Another way to look at the reason for critical enterprise relationships is to ask “What are the business behaviors my organization needs to have, to achieve the results I am looking for?” An organization that has thought about the value of relationships and how they impact the bottom line, might respond with something like this “Because we need to increase our revenues by $10m to stay competitive in this market, we want to use our customer and supplier relationships/partnerships to determine how we can increase our value to the marketplace and earn the increased revenues.”
Trust and Commitment in Relationships
Trust is thought to be critical for relationships and is the basis for commitments or partnership. However, I would say that trust is not really enough. Rather it is understanding “local context” that is critical for virtual teams to work well. Local context is understanding not only the role and situation of each of your team mates, but also a bit about their corporate culture as well as their country culture. Local context is critical for establishing a common context. Without a common context a true relationship or interaction is not possible. Once this local context and trust are established then agreements about commitment can flourish in a common context where assumptions are aired, and coordination becomes a part of the process instead of an added burden on the process itself.
Everyone is here to do their part and they deserve our respect. Respect is a commitment we make to people to always treat that person right and honorably. In the context of an enterprise relationship it is the willingness to hear your partner (supplier, customer, etc.) understand what they are saying and change your behavior accordingly. This is very scary for many people, as they are comfortable with the enterprise dysfunction, it allows people to hide. In a true relationship it is hard for anyone to hide. Everyone in the relationship knows what the commitments were that created the relationship.
Obviously there are differences between us, but it is important to remember that we are all connected, both in a spiritual sense but also in an economic sense. Although you don’t see the effect you have on product supply, your lack of respect for your contact at your Asian supplier has caused you to limit your interactions with him. The outcome of this stunted relationship is that the quality of the widgets the Asian supplier is delivering to you is suffering, along with many of the shipments being short or late. Although neither you nor your supplier contact had any idea that their relationship was not only having an effect on that product in the marketplace, but is also negatively affecting the product brand.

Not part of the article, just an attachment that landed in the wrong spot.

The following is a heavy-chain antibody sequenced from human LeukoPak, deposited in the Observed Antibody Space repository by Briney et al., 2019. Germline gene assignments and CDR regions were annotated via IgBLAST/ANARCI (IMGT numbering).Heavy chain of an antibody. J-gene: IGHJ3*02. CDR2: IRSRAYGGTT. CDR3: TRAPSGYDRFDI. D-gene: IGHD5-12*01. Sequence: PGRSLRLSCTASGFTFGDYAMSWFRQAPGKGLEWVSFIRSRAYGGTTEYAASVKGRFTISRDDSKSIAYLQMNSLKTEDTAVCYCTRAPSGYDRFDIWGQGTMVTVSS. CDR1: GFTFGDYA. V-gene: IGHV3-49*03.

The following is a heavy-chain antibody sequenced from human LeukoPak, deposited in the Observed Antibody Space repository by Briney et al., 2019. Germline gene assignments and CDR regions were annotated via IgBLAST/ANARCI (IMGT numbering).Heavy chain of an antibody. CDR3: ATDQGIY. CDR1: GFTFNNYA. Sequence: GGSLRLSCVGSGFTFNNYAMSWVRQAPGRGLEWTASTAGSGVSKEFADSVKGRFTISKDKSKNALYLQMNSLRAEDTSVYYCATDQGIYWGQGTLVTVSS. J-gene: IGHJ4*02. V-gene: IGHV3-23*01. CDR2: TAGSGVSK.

This one might seem obvious, but it is what allows us to verbalize our feelings, attitudes and thoughts, those things that are inside of us. We do this in an effort to have others see us, but it is also part of connection with another person, team, group, department or organization. Communication is enough to get by, support business as usual, but not enough to support collaboration (working together for a specific purpose or goal). Communication is critical for building healthy relationships, but it is also a trap. It can give you a false feeling of wellness, and also lower your standard of connection. Most tools used today do support communication (in a wide variety of forms), what they enable us to do is to talk AT many others more effectively.
What is the relationship in service of? If you focus on what your customer or supplier needs rather than what you need, chances are that you will get your needs met, and increase revenues. The trick here is to shift the focus from what you need and help those you are in relationship with meet their needs. I know it sounds counter-intuitive, and you worry about, OK they get what they need but who will help me get what I need? As a salesperson your role is to help your clients to understand their needs, and how you can help them meet those needs. If you focus on how you can serve them rather than how they can serve you, the relationship will not only be healthier, but sales will increase… guaranteed!
There are many other rules for successful enterprise relationships, and maybe at today’s level of technical sophistication, there are a few tools out there that will support true collaboration and great enterprise relationships. However, such tools need to not only support communication, but also support trust, local context, clear metrics (of value) and be integrated with personal and corporate goals and initiatives.
No tool for relationships is perfect, as no relationships are perfect. Relationships because they are composed of living beings also have a life of their own. My next blog will talk about the natural cycles of relationships, and how to use this to your advantage.